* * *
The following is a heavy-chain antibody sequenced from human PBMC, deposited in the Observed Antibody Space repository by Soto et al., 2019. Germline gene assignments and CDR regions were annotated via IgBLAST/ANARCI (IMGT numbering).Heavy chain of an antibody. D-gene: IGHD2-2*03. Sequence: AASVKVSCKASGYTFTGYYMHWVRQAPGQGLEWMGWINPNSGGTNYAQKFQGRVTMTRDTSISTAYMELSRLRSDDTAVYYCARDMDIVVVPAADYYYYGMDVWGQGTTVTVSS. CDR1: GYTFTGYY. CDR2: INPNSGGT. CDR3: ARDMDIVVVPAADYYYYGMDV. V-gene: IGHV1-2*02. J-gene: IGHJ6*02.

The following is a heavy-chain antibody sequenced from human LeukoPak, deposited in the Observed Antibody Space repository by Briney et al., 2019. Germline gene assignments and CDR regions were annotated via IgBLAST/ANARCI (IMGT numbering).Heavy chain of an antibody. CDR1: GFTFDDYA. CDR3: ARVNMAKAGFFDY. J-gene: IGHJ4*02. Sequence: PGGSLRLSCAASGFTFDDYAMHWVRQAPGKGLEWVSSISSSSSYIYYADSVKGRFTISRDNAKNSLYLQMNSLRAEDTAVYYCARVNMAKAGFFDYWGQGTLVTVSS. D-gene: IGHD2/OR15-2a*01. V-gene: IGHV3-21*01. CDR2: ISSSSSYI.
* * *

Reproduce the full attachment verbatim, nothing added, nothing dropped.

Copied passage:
The following is a heavy-chain antibody sequenced from human PBMC, deposited in the Observed Antibody Space repository by Soto et al., 2019. Germline gene assignments and CDR regions were annotated via IgBLAST/ANARCI (IMGT numbering).Heavy chain of an antibody. D-gene: IGHD2-2*03. Sequence: AASVKVSCKASGYTFTGYYMHWVRQAPGQGLEWMGWINPNSGGTNYAQKFQGRVTMTRDTSISTAYMELSRLRSDDTAVYYCARDMDIVVVPAADYYYYGMDVWGQGTTVTVSS. CDR1: GYTFTGYY. CDR2: INPNSGGT. CDR3: ARDMDIVVVPAADYYYYGMDV. V-gene: IGHV1-2*02. J-gene: IGHJ6*02.

The following is a heavy-chain antibody sequenced from human LeukoPak, deposited in the Observed Antibody Space repository by Briney et al., 2019. Germline gene assignments and CDR regions were annotated via IgBLAST/ANARCI (IMGT numbering).Heavy chain of an antibody. CDR1: GFTFDDYA. CDR3: ARVNMAKAGFFDY. J-gene: IGHJ4*02. Sequence: PGGSLRLSCAASGFTFDDYAMHWVRQAPGKGLEWVSSISSSSSYIYYADSVKGRFTISRDNAKNSLYLQMNSLRAEDTAVYYCARVNMAKAGFFDYWGQGTLVTVSS. D-gene: IGHD2/OR15-2a*01. V-gene: IGHV3-21*01. CDR2: ISSSSSYI.